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The Importance of Needs Assessment Analysis


Nurses and other health professionals often undertake a needs assessment analysis before initiating change efforts aimed at bringing about improvements in the healthcare setting (Mitchell, 2013). This paper details a needs assessment that aims to increase the satisfaction of patients visiting the oncology (cancer) clinic.

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Data Points

The data points needed for the assessment include the number of complaints received from patients in the last one year, age and ethnic composition of patients visiting the clinic, number of nurses and physicians assigned to the clinic, and the average wait time (Arraras et al., 2014). Other data points include doctor availability, adherence to appointments, tumor location, interpersonal skills of treating physicians, coordination within the clinic environment, and timeliness of care (Mathews, Ryan, & Bulman, 2015).

Use of a Needs Assessment

A needs assessment is important as it enables the identification of the major causes of dissatisfaction with care among the patients visiting the oncology clinic. A needs assessment is also important in identifying the underlying factors that cause dissatisfaction with care and the characteristics of individuals most affected. With this information, it becomes easy for change agents within the oncology clinic to identify and prioritize the various actions that are needed to address the problem of patient dissatisfaction with care (Pennel, McLeroy, Burdine, & Matarrita-Cascante, 2015). Owing the systematic collection of information which is closely associated with the needs assessment process, stakeholders are more likely to develop and implement an effective change management initiative that addresses the needs and wants (gaps) of patients visiting the oncology clinic. Lastly, available literature demonstrates that performing a needs assessment is important in specifying a desired outcome based on the objectives of the change management effort, collecting data to determine the current state of the oncology patients in relation to the desired outcome of increasing patient satisfaction, and formulating needs statements based on the differences between current and desired outcomes (Eifert & Eddy, 2012; Pennel et al., 2015).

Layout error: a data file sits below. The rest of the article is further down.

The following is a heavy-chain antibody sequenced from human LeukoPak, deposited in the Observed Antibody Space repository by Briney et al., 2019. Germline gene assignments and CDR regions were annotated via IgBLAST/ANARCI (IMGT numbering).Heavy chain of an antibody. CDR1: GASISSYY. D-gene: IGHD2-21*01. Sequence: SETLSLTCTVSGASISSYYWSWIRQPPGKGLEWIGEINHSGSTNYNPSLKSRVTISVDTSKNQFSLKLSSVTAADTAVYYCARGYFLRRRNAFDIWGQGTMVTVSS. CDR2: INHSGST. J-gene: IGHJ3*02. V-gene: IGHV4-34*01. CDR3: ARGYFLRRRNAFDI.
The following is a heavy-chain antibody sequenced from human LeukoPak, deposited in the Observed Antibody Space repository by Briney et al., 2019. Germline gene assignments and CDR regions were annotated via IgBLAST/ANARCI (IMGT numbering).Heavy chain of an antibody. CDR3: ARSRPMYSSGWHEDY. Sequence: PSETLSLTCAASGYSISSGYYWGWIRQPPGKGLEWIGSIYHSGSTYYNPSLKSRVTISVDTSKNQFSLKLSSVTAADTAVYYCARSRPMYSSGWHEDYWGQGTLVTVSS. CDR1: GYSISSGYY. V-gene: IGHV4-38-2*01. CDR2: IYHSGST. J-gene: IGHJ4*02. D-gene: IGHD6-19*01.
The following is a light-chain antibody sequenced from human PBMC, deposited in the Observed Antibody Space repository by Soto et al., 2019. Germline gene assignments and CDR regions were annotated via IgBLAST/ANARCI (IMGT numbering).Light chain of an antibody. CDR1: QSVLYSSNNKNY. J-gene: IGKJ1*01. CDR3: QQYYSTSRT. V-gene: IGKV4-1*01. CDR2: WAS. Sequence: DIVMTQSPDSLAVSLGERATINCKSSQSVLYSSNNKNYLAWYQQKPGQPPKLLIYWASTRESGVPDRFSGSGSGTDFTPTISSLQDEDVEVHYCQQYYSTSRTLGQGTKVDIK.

Needs Assessment Process

The first stage in a needs assessment process entails the investigation of what is already known about the needs of the target group with the view to identifying various concerns and determining measurable indicators of the identified needs. This stage helps in determining the focus and scope of the needs assessment through a consideration of the available data sources and how they relate to the target audience. The exploration of needs and gaps is important in deciding preliminary priorities and gaining commitment for the remaining stages of the assessment (Eifert & Eddy, 2012). For example, the change agent in the oncology clinic may use available data to determine concerns such as number of complaints received, number of available doctors within the clinic, average wait times, and coordination of care.

The second stage involves gathering data that will assist in defining and prioritizing the needs of the target population. This stage documents the status of the target population by using the concerns and needs identified to compare the current situation with the desired outcome. Here, an analysis of the causes helps to not only determine the magnitude of the problem, but also to set the needs statements in a tentative order of priority based on the criticality of the identified needs as well as their underlying causes (Pennel et al., 2015). For example, an analysis of data in the oncology clinic may serve to demonstrate that many patients complain and are unable to honor their appointments due to concerns of doctor availability, lack of effective interpersonal skills among professionals, and lack of proper coordination within the clinic environment.